PACIFIC ISLANDS REPORT
Pacific Islands Development Program/East-West Center
GUAM’S UMATAC – CHAMORRO CRADLE OF CREATION
Anthony P. Sanchez
HAGÅTÑA, Guam (Pacific Daily News, April 26) –Ferdinand Magellan landed in Umatac on the island of Guam in 1521. But the area had a significant role in Chamorro history and legend long before the Spanish came.
Less than a mile to the North of Umatac is Fouha Bay, Guam's cradle of creation. "Fouha" means "to spew."
Fouha and the surrounding area was the center of the spring running of guatafi, a type of fish.
The month of March in Chamorro is "Umatalaf," or "to catch guatafi," which is believed to be the root word of Umatac.
Each March equinox (March 20), our ancestors held a spring festival at Funa Rock, a large circular rock phalanx that protrudes from the reef straight up for some 30 feet, just off the shore at the entrance of Fouha Bay.
Fuuna is the name given Fouha Bay on early Spanish maps for a large and important village. Today, the rock at the entrance of Fouha Bay is referred to as Funa Rock, which plays into our legend of how man was created.
As told in "Legends of Guam," published in 1988 by the Department of Education's Chamorro Studies, researched by Olympia Q. Camacho, the origin of man from the Chamorro is summarized thusly:
"In ages past there was once a god named Chaifi (guaifi means fire) who lived in Sasalaguan (readily translated as "hell," where people who died violent deaths went). There he made souls and used them as slaves. One day Chaifi built a very large fire in an open pit, which suddenly exploded. In the confusion, one of the souls escaped from Sasalaguan and landed on the southern part of Guam. It turned into rock, which softened as the rain fell, transforming into a man. According to legend, the remnants of this rock is Funa Rock.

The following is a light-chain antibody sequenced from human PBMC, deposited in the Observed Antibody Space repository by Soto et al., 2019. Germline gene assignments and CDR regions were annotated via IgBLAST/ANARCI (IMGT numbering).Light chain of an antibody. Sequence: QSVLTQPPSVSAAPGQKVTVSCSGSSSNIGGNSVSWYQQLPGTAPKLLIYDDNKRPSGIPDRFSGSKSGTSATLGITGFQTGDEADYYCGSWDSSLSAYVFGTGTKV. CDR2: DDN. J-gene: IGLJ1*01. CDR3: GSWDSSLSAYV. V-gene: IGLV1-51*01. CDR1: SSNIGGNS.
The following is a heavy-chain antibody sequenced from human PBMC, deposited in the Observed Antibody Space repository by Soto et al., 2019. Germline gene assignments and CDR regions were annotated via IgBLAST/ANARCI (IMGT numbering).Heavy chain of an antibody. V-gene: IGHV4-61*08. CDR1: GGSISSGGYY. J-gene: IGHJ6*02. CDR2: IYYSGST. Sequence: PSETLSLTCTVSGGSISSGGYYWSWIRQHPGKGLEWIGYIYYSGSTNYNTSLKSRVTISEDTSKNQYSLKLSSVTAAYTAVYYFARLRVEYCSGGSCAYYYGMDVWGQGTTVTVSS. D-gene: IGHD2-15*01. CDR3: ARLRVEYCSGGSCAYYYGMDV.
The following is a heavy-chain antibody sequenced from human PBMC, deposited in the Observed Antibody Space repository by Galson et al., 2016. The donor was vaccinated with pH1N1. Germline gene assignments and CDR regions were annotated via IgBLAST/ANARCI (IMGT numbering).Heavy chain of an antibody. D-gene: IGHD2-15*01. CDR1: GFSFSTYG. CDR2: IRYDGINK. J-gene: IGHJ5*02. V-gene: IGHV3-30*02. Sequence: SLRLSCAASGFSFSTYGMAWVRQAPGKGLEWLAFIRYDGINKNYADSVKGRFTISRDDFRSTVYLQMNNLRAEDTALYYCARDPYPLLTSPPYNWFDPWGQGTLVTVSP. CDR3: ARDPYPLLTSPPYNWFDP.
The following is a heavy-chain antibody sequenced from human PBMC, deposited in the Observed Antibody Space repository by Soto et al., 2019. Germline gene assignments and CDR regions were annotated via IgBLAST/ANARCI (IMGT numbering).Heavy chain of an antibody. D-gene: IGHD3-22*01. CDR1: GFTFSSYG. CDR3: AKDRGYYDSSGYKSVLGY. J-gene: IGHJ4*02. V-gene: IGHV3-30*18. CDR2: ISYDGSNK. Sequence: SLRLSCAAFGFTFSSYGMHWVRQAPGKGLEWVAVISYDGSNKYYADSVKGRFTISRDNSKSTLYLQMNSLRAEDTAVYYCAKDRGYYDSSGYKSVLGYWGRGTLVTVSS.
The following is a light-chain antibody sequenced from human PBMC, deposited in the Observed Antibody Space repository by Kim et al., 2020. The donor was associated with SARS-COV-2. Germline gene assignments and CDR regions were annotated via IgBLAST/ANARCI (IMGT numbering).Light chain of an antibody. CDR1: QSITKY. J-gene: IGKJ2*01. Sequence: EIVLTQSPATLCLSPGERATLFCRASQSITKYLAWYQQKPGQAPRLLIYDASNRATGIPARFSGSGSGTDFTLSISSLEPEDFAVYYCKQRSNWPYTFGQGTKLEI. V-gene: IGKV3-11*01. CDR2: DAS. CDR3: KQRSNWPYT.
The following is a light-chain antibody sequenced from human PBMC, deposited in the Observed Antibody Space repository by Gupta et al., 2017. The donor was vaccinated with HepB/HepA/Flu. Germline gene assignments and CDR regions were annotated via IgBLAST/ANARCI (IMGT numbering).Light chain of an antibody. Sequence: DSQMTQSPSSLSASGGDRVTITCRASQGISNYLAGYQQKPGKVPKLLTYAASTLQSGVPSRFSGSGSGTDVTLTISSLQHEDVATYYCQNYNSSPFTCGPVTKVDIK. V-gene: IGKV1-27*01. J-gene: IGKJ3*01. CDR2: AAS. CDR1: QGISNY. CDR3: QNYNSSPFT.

"After exploring the island, he found he didn't like to be alone. So he decided to make some companions for himself. Gathering up some red earth and some water, he formed it into the shape of a man. He used the heat of the sun to give it a soul. He made both men and women and called them children of the earth.
"Meanwhile, Chaifi, having controlled the fire in Sasalaguan, checked his remaining souls and discovered one had escaped. After searching many days, he noticed a small child playing on the beach. Thinking it to be his lost soul, Chaifi sent in a big wave to destroy the child, but the child escaped because his soul had come from the sun. Chaifi then tried many ways to destroy the child but was unsuccessful.
"The child became a man and told Chaifi he couldn't destroy him or the many other souls created since they came from the sun. Having no power over souls from the sun, Chaifi returned to Sasalaguan, beaten."
Spanish accounts say the ancient Chamorros treated their tale of creation lightly. No worship or organized religion concerning gods existed.
This is just part of the story of our people, who have inhabited our islands for the past 4,000 years.
April 27, 2005
Anthony P. Sanchez is editor for "Guahan/Guam: A History of Guam" and acting director of the Bureau of Planning.
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